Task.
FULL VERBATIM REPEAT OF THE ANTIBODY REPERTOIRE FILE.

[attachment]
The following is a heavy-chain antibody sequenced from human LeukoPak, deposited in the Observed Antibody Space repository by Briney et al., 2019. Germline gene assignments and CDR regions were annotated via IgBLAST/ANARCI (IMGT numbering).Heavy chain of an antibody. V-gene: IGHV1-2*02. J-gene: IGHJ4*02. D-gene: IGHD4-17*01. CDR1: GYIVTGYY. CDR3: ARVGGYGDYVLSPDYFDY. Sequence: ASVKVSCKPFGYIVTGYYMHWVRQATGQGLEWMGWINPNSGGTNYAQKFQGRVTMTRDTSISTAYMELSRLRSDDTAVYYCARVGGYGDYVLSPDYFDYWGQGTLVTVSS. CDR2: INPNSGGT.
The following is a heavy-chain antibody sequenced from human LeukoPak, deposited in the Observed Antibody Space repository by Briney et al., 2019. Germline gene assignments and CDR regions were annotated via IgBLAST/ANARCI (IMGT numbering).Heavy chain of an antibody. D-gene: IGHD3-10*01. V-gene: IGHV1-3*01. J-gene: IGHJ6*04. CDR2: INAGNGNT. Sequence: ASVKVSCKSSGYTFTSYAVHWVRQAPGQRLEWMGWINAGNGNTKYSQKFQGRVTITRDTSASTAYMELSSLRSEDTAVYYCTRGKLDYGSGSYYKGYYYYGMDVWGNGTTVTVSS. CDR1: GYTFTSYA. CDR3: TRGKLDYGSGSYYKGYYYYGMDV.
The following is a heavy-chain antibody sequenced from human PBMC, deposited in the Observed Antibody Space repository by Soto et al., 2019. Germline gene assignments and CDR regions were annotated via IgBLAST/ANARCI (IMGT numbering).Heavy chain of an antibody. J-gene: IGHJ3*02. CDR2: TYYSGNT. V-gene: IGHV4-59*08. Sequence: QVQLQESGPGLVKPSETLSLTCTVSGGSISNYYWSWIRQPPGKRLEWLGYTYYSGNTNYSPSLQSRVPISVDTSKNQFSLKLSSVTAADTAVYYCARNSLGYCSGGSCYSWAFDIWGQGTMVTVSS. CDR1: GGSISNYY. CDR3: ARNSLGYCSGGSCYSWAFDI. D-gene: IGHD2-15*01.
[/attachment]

The following is a heavy-chain antibody sequenced from human LeukoPak, deposited in the Observed Antibody Space repository by Briney et al., 2019. Germline gene assignments and CDR regions were annotated via IgBLAST/ANARCI (IMGT numbering).Heavy chain of an antibody. V-gene: IGHV1-2*02. J-gene: IGHJ4*02. D-gene: IGHD4-17*01. CDR1: GYIVTGYY. CDR3: ARVGGYGDYVLSPDYFDY. Sequence: ASVKVSCKPFGYIVTGYYMHWVRQATGQGLEWMGWINPNSGGTNYAQKFQGRVTMTRDTSISTAYMELSRLRSDDTAVYYCARVGGYGDYVLSPDYFDYWGQGTLVTVSS. CDR2: INPNSGGT.
The following is a heavy-chain antibody sequenced from human LeukoPak, deposited in the Observed Antibody Space repository by Briney et al., 2019. Germline gene assignments and CDR regions were annotated via IgBLAST/ANARCI (IMGT numbering).Heavy chain of an antibody. D-gene: IGHD3-10*01. V-gene: IGHV1-3*01. J-gene: IGHJ6*04. CDR2: INAGNGNT. Sequence: ASVKVSCKSSGYTFTSYAVHWVRQAPGQRLEWMGWINAGNGNTKYSQKFQGRVTITRDTSASTAYMELSSLRSEDTAVYYCTRGKLDYGSGSYYKGYYYYGMDVWGNGTTVTVSS. CDR1: GYTFTSYA. CDR3: TRGKLDYGSGSYYKGYYYYGMDV.
The following is a heavy-chain antibody sequenced from human PBMC, deposited in the Observed Antibody Space repository by Soto et al., 2019. Germline gene assignments and CDR regions were annotated via IgBLAST/ANARCI (IMGT numbering).Heavy chain of an antibody. J-gene: IGHJ3*02. CDR2: TYYSGNT. V-gene: IGHV4-59*08. Sequence: QVQLQESGPGLVKPSETLSLTCTVSGGSISNYYWSWIRQPPGKRLEWLGYTYYSGNTNYSPSLQSRVPISVDTSKNQFSLKLSSVTAADTAVYYCARNSLGYCSGGSCYSWAFDIWGQGTMVTVSS. CDR1: GGSISNYY. CDR3: ARNSLGYCSGGSCYSWAFDI. D-gene: IGHD2-15*01.